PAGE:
Auchinleck House

Ochiltree, Ayrshire - Sleeps 13

About this Landmark

Once diarist James Boswell’s family seat, this grand 18th-century country house has its own grounds, river, ice-house and grotto. The large dining room and its elaborate plasterwork makes any meal special while the library lends itself to conversation and contemplation, just as it did for James Boswell and Dr Johnson.

  • Dogs AllowedDogs Allowed
  • CotCot
  • Fire or StoveFire or Stove
  • Open SpaceOpen Space
  • Logs availableLogs available
  • Parking AvailableParking Available
  • BathBath
  • Bath with ShowerBath with Shower
  • DishwasherDishwasher
  • MicrowaveMicrowave
  • RemoteRemote
  • ShowerShower
  • Table Tennis TableTable Tennis Table
  • Washing MachineWashing Machine

Beds 1 Single, 4 Twin, 2 Double

  • Sleeps 13
  • 4 nights from £691
  • equivalent to £13.29 per person, per night

Elegant living for time with family or friends

A fine example of an 18th-century Scottish country villa, Auchinleck House is where the renowned biographer James Boswell indulged his penchant for ‘old Laird and family ideas’.  250 years on, you can do the same, reliving a time when you dressed for dinner and retired to the library to watch the sunset. Boswell’s friend and mentor Dr. Samuel Johnson famously argued over politics with Lord Auchinleck in the library here, when they visited at the end of their tour of the Hebrides in 1773. Once inherited by Boswell, the house was host to much ‘social glee’, which he recorded in his Book of Company and Liquors.

Scottish Enlightenment

Built around 1760 by Boswell’s father Lord Auchinleck, the architect of the house is unknown; it seems likely that Lord Auchinleck himself had a hand in the neo-Classical design, perhaps influenced by the Adam brothers. Auchinleck House expresses the rich spirit of the Scottish Enlightenment, combining Classical purity in the main elevation with a baroque exuberance in the pavilions and the elaborately carved pediment. We have restored not only the house with its magnificent library looking across to Arran, but also the pavilions, the obelisks and the great bridge across the Dippol Burn, on whose picturesque banks are an ice-house and grotto.

Floor Plan

‘The house swallowed the children – just occasional sightings.’

‘We recommend Scrabble using the Samuel Johnson dictionary only.’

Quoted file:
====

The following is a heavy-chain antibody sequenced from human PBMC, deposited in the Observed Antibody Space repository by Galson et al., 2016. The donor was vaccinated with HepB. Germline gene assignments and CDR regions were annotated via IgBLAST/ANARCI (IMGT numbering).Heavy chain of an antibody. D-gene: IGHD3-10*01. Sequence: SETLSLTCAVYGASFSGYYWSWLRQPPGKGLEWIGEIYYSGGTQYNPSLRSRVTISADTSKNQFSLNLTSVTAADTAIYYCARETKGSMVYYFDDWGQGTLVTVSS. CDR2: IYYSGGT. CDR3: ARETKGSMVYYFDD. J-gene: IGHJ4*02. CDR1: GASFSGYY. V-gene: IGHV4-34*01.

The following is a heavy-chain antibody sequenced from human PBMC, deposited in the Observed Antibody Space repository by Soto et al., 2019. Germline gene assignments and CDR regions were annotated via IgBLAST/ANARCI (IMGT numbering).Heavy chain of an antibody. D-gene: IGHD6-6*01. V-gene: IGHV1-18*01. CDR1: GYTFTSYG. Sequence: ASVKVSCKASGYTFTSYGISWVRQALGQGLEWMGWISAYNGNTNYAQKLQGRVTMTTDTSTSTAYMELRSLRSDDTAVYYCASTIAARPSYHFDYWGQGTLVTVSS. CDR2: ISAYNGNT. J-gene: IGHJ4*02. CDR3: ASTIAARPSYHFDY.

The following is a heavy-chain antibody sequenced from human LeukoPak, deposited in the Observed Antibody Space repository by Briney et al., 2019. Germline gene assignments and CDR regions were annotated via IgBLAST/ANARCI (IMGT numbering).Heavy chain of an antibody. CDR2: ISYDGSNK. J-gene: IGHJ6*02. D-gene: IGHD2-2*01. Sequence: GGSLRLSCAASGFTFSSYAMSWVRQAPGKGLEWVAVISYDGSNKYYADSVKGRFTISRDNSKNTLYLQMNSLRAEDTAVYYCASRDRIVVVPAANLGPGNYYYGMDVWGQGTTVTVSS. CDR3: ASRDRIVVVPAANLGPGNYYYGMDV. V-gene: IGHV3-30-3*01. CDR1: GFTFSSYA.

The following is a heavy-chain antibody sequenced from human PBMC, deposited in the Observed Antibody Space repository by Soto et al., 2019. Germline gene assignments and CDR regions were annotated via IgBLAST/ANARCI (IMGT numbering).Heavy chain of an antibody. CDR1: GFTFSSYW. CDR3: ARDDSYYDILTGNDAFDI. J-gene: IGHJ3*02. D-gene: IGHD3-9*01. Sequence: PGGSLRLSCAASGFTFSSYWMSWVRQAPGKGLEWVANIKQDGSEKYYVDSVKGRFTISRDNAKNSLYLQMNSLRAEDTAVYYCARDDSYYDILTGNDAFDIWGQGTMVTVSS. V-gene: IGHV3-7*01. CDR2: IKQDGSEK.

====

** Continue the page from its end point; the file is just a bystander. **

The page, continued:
From the logbook

Map & local info

Auchinleck House is set in its own extensive grounds with fields, woodland and riverbanks, just waiting for you to explore them. The goal of most walks here is to find the ice-house and grotto. The nearby village of Ochiltree, with its charming main street of single storey cottages, is one of the oldest in East Ayrshire. 

The surrounding area has places of interest and activities to suit all tastes. View the contemporary art exhibitions at The Baird Institute and The Maclaurin Art Gallery and join in events and workshops held throughout the year.

Explore amazing castles like Dean, Culzean and Dundonald Castles, just some of the many scattered throughout the area. 

Visit Dumfries House with its stunning grounds and impressive collection of Chippendale furniture, and the Robert Burns Birthplace Museum, dedicated to the life and works of Scotland's great poet and lyricist.

Take a trip to Ayr Racecourse to watch prestigious races and experience the vibrant atmosphere of Scotland's premier racecourse.

Follow the walking and cycle routes that lead you further afield to discover more of the landscape, towns and villages of Ayrshire.

Close by is Dumfries House (3.7 miles), Rozelle House Galleries (13.4 miles), the Dick Institute (13.5 miles) and Dean Castle and Country Park (15.3 miles). You can gain free entry to all with a National Art Pass, which enables its 122,000 holders to enjoy free and discounted entry to over 225 museums, galleries and historic houses throughout the UK. The pass is presented by one of Landmark's partners, the Art Fund, the national fundraising charity for art, which has been supporting museums and galleries for over 110 years by helping them to buy and display great works of art for everyone to enjoy. Income raised through the National Art Pass goes straight back into their charitable programme. Find more about it on the ArtFund's website http://www.artfund.org/

For more information on things to do during your stay at Auchinleck House, please see our Pinterest page. 

Please Note: The Landmark Trust does not take any responsibility and makes no warranties, representations or undertakings about the content of any website accessed by hypertext link. Links should not be taken as an endorsement of any kind. The Landmark Trust has no control over the availability of the linked pages.

Auchinleck House
Ochiltree, Ayrshire - Sleeps 13
Clear directions

‘The house swallowed the children – just occasional sightings.’

‘We recommend Scrabble using the Samuel Johnson dictionary only.’

From the logbook

Your questions answered

    What you need to know about this building

  • Does the property allow dogs?

    Yes.
  • How is the property accessed?

    By an estate track from the main road.
  • What is the nearest railway station and how far away is it?

    Auchinleck – 6 miles.
  • Is there car parking specifically for Landmark guests?

    Yes, 4-5 spaces adjacent to the property.
  • What type of heating does the property have?

    There is radiator central heating and two open fires.
  • How can I get fuel for the open fire or stove?

    Logs may be purchased and delivered under a private arrangement. Further details will be provided with your booking confirmation.
  • What are the kitchen facilities?

    The kitchen is fully equipped with all plates, cutlery, fridge etc.
    There is also an electric cooker, separate freezer, two dishwashers and a microwave.
  • What are the bathroom facilities?

    There are five bathrooms in total.
    Two are shower rooms only , two have a shower over the bath and one just has a bath.
  • Does this Landmark have steep, narrow or spiral stairs?

    No – the staircases are wide.
  • Is there a garden or outside space?

    There are open grounds.

    Booking and Payment

  • How can I pay?

    We accept Maestro (if issued in the UK), Visa, MasterCard, direct transfer and sterling cheques drawn on a UK bank. Cheques should be made payable to the Landmark Trust except for Lundy stays and boat/helicopter tickets which should be payable to The Lundy Company Ltd. All payments must be in sterling.